10 Things You Didn't Know About Affording a Home Loan in Australia
Buying a home is one of the biggest financial decisions you'll ever make. And while it's exciting to think about owning your own property, it can also be daunting to figure out how you're going to afford it.
If you're an Australian looking to buy a home, there are a few things you need to know about affording a home loan. Here are 10 things you may not have known:
1. Your credit score matters.
Even if you have a good income and a large deposit, your credit score can still affect your ability to get a home loan. Lenders will look at your credit report to see how you have managed your debt in the past. If you have a history of late payments or defaults, this could hurt your credit score and make it more difficult to get a home loan.
2. Your debt-to-income ratio matters.
This is the percentage of your monthly income that goes towards debt repayments. Lenders will want to see that you have enough disposable income to afford your home loan repayments. A good rule of thumb is to keep your debt-to-income ratio below 36%.
3. Your living expenses matter.
Lenders will also consider your living expenses when assessing your ability to afford a home loan. This includes things like your rent, utilities, groceries, and transportation costs. If you have high living expenses, this could make it more difficult to get a home loan.
4. Your employment history matters.
Lenders want to see that you have a stable job and a good track record of employment. If you have recently changed jobs or have been unemployed, this could affect your ability to get a home loan.
5. Your savings matter.
Having a healthy savings buffer can help you afford your home loan repayments in the event of an unexpected expense. Lenders will want to see that you have enough savings to cover at least 3 months of mortgage payments.
6. Your deposit matters.
The larger your deposit, the lower your monthly repayments will be. Lenders will typically require a deposit of at least 20% of the purchase price.
7. Your lender's fees matter.
There are a number of fees associated with getting a home loan, including application fees, appraisal fees, and mortgage insurance premiums. Be sure to factor these fees into your budget.
8. Your age.
Lenders may be more willing to lend to younger borrowers with a longer repayment term. This is because younger borrowers have more time to earn money and repay their loans.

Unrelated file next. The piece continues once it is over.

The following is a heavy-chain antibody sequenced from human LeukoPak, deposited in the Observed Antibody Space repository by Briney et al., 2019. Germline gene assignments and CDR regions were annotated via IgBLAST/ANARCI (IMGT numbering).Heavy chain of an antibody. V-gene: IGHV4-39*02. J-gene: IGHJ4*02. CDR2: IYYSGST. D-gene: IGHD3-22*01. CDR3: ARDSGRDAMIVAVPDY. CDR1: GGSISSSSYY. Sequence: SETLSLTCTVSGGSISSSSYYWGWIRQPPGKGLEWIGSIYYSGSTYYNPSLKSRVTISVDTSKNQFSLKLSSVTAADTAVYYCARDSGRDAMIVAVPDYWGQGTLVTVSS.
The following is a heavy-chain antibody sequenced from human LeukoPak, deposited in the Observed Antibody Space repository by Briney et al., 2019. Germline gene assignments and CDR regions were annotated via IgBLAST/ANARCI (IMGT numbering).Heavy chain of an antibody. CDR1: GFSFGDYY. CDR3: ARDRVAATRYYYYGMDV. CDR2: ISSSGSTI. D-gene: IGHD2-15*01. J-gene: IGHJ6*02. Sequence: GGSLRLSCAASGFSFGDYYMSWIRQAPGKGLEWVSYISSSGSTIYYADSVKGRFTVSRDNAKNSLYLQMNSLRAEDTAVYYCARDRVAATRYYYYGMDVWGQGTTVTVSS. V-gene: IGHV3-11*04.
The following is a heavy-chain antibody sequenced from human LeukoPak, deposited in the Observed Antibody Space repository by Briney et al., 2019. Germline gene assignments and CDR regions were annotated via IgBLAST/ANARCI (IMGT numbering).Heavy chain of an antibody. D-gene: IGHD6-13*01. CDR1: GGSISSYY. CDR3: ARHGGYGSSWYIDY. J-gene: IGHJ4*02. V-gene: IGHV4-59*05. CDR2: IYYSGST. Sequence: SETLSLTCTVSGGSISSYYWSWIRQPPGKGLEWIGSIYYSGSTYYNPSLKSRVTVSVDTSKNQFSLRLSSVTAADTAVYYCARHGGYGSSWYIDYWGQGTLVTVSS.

9. Your family situation.
If you have dependents, lenders will want to see that you have enough income to support them. They may also ask about your childcare arrangements and other expenses associated with raising children.
10. Your health.
Lenders may ask about your health status and whether you have any pre-existing medical conditions. This is because your health could affect your ability to work and repay your loan.
Other things to consider:
Your insurance. You will need to have home insurance and possibly mortgage insurance. Mortgage insurance is required if you have a deposit of less than 20%.
Your location. The cost of housing varies from state to state and city to city. If you're flexible with your location, you may be able to find a more affordable home.
The type of property you're buying. Houses are typically more expensive than apartments or townhouses. If you're on a tight budget, you may want to consider buying a smaller property or a property in a less expensive area.
Buying a home is a big decision, and it's important to understand all of the factors that will affect your ability to afford a home loan. By knowing what to expect, you can make the homebuying process a little bit easier.
Tips for improving your chances of getting a home loan:
Start saving early. The more money you have saved for a deposit, the lower your monthly repayments will be.
Improve your credit score. Pay your bills on time and keep your credit card balances low.
Get pre-approved for a home loan. This will give you an idea of how much you can borrow and what your monthly repayments will be.
Shop around for the best interest rate. Compare offers from multiple lenders before you choose a loan.
Get help from a mortgage broker. A mortgage broker can help you find the right loan for your needs and negotiate the best interest rate on your behalf.